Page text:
But this week's winner of the Most Disappointing Democrat Of The Week is John Walsh, senator from Montana, who was caught in a plagiarism scandal this week by the New York Times. To achieve a master's degree from the Army War College, Walsh cut-and-pasted a large part of his final paper from other sources, without attribution. This, unfortunately for Walsh, happened right before a week in which he was supposed to shine.

Walsh has only been a senator for a short time, since he was appointed to take the seat Max Baucus vacated (to become ambassador to China). He is in a very tough race to get elected back to the Senate -- a race we now consider to be a foregone conclusion. Walsh has, to be blunt, not responded well to the scandal so far.

He still has time to step down and let another Democrat have a shot at retaining this Senate seat, which at this point might be the best option for all concerned -- especially if the War College decides to yank his master's degree. What happens next is up to Walsh, but for the time being he has earned this week's Most Disappointing Democrat Of The Week award.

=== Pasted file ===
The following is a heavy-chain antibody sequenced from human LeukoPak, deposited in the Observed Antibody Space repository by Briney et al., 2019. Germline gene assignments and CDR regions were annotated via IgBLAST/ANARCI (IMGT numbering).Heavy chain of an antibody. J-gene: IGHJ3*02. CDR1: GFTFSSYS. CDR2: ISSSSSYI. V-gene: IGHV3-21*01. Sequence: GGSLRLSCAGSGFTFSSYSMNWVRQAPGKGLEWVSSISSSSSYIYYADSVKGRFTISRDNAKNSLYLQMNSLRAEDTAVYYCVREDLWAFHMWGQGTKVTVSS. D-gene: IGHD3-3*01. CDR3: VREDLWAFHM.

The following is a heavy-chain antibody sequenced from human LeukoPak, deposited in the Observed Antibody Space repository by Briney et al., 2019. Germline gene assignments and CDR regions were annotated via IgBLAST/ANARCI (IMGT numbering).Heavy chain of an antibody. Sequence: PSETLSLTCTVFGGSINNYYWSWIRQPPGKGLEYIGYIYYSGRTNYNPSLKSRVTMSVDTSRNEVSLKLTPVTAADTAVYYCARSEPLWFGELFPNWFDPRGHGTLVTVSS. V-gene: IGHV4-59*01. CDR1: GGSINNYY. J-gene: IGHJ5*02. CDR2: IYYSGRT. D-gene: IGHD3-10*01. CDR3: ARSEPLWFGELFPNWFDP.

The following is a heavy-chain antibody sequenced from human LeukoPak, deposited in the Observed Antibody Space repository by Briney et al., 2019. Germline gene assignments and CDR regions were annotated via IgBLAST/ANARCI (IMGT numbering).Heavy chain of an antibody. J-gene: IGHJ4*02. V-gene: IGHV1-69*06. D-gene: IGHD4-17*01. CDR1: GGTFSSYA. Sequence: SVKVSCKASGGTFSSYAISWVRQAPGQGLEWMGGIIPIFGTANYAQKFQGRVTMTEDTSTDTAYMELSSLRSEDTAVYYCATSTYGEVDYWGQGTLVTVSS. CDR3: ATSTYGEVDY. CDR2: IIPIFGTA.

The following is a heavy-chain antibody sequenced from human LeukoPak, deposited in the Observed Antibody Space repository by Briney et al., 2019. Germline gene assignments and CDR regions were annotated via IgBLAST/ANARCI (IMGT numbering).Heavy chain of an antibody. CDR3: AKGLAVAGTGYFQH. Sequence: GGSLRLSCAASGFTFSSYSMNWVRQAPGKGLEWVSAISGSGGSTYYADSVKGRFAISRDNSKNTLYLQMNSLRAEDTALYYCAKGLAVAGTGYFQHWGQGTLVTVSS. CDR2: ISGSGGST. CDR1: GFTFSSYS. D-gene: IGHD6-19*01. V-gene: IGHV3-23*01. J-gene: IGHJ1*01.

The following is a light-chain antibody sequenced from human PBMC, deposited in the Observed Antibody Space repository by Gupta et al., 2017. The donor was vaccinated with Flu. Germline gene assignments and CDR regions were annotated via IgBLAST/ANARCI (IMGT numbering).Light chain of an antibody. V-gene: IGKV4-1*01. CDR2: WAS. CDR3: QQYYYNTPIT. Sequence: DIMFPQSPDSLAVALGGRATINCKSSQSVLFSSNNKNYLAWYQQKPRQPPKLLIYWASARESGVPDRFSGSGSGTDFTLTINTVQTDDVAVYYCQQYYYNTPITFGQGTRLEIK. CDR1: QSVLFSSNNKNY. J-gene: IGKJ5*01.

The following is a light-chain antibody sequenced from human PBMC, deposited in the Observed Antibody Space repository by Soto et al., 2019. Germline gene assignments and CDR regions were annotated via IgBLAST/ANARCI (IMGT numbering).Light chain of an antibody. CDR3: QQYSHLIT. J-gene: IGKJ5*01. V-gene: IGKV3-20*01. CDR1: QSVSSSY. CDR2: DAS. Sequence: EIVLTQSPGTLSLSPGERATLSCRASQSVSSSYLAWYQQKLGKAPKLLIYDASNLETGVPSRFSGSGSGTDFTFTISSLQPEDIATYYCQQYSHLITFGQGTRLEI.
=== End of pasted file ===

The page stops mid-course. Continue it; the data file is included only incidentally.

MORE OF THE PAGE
[Contact Senator John Walsh on his Senate contact page, to let him know what you think of his actions.]


Volume 313 (7/25/14)

This week's talking points are all over the map. You'd think things would be a little more focused, politically, in the week right before Congress takes their usual Brobdingnagian August vacation, but you'd be wrong.

Here are this week's offerings, peripatetic though they may be, for Democrats everywhere, whether appearing on Sunday morning political chatfests or just talking with your relatives at the beach house.


   I hereby incorporate!

This one is, as mentioned, a downright brilliant idea.

"If corporations are people, according to the Supreme Court, then people should be the equals of corporations in every way. It's got to be a two-way street, right? This means I shouldn't be taxed on any costs I have in living my life, such as buying a house -- or 'corporate headquarters,' I should say -- or paying bills, or any health care dollars I spend. Just like corporations, I should only pay taxes on my profits and not my whole income. It's only fair -- if corporations are people, then everyone should share the lavish tax breaks given to 'corporate persons.' Every American should automatically be considered to be a corporation from this point on, in fact."